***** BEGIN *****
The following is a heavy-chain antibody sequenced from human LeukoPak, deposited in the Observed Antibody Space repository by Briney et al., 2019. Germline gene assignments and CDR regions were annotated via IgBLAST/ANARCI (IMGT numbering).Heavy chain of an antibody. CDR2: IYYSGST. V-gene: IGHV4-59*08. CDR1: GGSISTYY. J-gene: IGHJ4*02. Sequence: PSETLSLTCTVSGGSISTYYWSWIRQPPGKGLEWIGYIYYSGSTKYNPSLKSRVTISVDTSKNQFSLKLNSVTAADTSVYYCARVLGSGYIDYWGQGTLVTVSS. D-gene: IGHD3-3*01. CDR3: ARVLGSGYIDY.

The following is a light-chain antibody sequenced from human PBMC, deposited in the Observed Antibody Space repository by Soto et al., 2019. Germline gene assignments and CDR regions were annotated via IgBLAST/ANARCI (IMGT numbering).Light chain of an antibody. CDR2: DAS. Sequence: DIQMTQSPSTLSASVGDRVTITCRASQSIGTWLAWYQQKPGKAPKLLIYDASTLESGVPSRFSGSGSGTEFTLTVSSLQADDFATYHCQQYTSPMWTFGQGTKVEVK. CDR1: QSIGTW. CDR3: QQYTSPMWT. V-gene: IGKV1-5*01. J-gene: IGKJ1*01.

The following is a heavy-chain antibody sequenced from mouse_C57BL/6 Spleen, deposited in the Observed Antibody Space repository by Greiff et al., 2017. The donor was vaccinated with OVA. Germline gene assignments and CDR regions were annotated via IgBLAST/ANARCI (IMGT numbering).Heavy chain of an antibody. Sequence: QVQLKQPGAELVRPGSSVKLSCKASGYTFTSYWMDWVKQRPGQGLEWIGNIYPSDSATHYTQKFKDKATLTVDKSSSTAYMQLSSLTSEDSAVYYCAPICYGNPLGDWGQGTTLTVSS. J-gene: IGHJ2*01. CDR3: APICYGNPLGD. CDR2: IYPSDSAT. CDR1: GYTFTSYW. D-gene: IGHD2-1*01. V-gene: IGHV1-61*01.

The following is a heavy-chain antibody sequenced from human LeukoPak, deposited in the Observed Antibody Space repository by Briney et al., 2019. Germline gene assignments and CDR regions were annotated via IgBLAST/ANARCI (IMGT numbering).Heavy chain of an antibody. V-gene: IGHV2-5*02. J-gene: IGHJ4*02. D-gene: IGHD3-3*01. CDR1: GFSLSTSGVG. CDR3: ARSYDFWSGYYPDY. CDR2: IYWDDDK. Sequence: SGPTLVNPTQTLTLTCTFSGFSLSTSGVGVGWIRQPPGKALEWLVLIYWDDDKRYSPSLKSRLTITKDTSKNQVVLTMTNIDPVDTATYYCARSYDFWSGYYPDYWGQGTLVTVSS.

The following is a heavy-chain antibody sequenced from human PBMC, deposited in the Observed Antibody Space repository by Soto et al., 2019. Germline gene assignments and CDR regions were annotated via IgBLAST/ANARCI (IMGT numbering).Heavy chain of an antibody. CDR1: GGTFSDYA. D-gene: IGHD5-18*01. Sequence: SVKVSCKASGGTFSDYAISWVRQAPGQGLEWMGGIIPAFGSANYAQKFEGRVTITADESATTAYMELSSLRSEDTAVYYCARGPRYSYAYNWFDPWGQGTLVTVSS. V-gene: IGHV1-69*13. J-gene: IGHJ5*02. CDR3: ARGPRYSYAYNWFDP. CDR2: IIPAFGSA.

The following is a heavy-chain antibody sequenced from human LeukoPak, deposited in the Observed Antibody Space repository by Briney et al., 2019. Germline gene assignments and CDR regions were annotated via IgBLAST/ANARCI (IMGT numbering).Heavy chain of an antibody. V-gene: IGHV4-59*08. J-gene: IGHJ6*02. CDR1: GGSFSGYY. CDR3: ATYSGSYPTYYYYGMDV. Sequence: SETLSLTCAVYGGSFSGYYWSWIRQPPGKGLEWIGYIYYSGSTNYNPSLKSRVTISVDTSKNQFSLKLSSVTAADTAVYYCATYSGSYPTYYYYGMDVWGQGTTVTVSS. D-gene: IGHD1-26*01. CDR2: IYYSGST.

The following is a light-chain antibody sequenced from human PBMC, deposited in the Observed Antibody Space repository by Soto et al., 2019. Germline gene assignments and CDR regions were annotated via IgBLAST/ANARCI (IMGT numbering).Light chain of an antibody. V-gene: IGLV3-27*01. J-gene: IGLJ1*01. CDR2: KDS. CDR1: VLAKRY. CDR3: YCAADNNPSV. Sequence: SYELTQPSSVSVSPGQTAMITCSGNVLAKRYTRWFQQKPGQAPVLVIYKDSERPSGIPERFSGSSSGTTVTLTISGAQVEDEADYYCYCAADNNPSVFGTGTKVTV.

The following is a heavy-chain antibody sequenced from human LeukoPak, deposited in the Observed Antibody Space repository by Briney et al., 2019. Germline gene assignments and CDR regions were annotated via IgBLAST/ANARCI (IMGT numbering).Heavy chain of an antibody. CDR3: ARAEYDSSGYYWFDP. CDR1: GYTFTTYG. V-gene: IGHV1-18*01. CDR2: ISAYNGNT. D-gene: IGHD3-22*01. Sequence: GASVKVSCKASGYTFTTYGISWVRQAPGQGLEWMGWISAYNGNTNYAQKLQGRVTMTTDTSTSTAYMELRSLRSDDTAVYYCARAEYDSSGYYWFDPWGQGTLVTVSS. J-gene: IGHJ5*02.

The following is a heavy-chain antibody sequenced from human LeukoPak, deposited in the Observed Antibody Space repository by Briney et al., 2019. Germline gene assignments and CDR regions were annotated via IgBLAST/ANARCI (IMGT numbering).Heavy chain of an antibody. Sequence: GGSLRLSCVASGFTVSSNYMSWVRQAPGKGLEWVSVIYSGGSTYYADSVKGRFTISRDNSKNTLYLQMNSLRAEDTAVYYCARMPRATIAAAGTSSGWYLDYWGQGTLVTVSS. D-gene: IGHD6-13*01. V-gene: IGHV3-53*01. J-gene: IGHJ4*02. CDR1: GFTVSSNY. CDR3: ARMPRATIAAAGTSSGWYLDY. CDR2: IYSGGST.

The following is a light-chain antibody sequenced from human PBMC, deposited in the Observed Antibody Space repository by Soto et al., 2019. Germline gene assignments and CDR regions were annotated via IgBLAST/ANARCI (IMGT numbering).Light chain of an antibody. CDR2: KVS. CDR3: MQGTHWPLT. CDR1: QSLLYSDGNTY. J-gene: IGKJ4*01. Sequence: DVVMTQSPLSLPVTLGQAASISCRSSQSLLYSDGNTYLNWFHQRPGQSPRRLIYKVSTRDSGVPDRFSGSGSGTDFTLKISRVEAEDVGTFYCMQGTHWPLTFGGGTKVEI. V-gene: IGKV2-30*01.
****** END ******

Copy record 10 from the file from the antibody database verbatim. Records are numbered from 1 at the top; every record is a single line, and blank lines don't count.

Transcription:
The following is a light-chain antibody sequenced from human PBMC, deposited in the Observed Antibody Space repository by Soto et al., 2019. Germline gene assignments and CDR regions were annotated via IgBLAST/ANARCI (IMGT numbering).Light chain of an antibody. CDR2: KVS. CDR3: MQGTHWPLT. CDR1: QSLLYSDGNTY. J-gene: IGKJ4*01. Sequence: DVVMTQSPLSLPVTLGQAASISCRSSQSLLYSDGNTYLNWFHQRPGQSPRRLIYKVSTRDSGVPDRFSGSGSGTDFTLKISRVEAEDVGTFYCMQGTHWPLTFGGGTKVEI. V-gene: IGKV2-30*01.